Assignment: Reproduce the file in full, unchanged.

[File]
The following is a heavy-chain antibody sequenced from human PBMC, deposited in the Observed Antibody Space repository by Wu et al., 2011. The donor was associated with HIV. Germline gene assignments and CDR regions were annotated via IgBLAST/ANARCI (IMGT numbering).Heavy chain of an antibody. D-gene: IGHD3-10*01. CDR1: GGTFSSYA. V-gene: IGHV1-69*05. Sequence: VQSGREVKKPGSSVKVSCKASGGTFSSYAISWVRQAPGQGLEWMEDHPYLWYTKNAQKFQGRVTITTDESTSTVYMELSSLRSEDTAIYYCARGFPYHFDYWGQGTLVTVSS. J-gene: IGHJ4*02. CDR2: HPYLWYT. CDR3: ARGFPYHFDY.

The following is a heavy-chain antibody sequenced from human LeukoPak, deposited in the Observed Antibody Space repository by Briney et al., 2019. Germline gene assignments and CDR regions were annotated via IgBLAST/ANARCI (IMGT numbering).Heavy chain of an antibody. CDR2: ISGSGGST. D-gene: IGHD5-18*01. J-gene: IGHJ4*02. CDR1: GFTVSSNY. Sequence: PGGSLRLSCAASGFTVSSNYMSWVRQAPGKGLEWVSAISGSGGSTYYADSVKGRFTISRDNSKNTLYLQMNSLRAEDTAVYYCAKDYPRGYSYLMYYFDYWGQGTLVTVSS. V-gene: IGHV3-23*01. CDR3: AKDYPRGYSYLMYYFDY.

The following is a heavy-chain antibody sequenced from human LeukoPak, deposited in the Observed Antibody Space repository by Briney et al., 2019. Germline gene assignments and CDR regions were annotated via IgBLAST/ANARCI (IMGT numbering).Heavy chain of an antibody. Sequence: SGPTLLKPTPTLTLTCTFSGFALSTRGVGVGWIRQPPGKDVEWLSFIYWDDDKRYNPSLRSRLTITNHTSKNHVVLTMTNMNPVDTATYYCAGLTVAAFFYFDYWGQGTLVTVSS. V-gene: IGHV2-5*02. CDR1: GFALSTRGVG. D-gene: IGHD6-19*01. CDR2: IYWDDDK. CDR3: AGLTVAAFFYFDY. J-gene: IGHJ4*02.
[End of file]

The following is a heavy-chain antibody sequenced from human PBMC, deposited in the Observed Antibody Space repository by Wu et al., 2011. The donor was associated with HIV. Germline gene assignments and CDR regions were annotated via IgBLAST/ANARCI (IMGT numbering).Heavy chain of an antibody. D-gene: IGHD3-10*01. CDR1: GGTFSSYA. V-gene: IGHV1-69*05. Sequence: VQSGREVKKPGSSVKVSCKASGGTFSSYAISWVRQAPGQGLEWMEDHPYLWYTKNAQKFQGRVTITTDESTSTVYMELSSLRSEDTAIYYCARGFPYHFDYWGQGTLVTVSS. J-gene: IGHJ4*02. CDR2: HPYLWYT. CDR3: ARGFPYHFDY.

The following is a heavy-chain antibody sequenced from human LeukoPak, deposited in the Observed Antibody Space repository by Briney et al., 2019. Germline gene assignments and CDR regions were annotated via IgBLAST/ANARCI (IMGT numbering).Heavy chain of an antibody. CDR2: ISGSGGST. D-gene: IGHD5-18*01. J-gene: IGHJ4*02. CDR1: GFTVSSNY. Sequence: PGGSLRLSCAASGFTVSSNYMSWVRQAPGKGLEWVSAISGSGGSTYYADSVKGRFTISRDNSKNTLYLQMNSLRAEDTAVYYCAKDYPRGYSYLMYYFDYWGQGTLVTVSS. V-gene: IGHV3-23*01. CDR3: AKDYPRGYSYLMYYFDY.

The following is a heavy-chain antibody sequenced from human LeukoPak, deposited in the Observed Antibody Space repository by Briney et al., 2019. Germline gene assignments and CDR regions were annotated via IgBLAST/ANARCI (IMGT numbering).Heavy chain of an antibody. Sequence: SGPTLLKPTPTLTLTCTFSGFALSTRGVGVGWIRQPPGKDVEWLSFIYWDDDKRYNPSLRSRLTITNHTSKNHVVLTMTNMNPVDTATYYCAGLTVAAFFYFDYWGQGTLVTVSS. V-gene: IGHV2-5*02. CDR1: GFALSTRGVG. D-gene: IGHD6-19*01. CDR2: IYWDDDK. CDR3: AGLTVAAFFYFDY. J-gene: IGHJ4*02.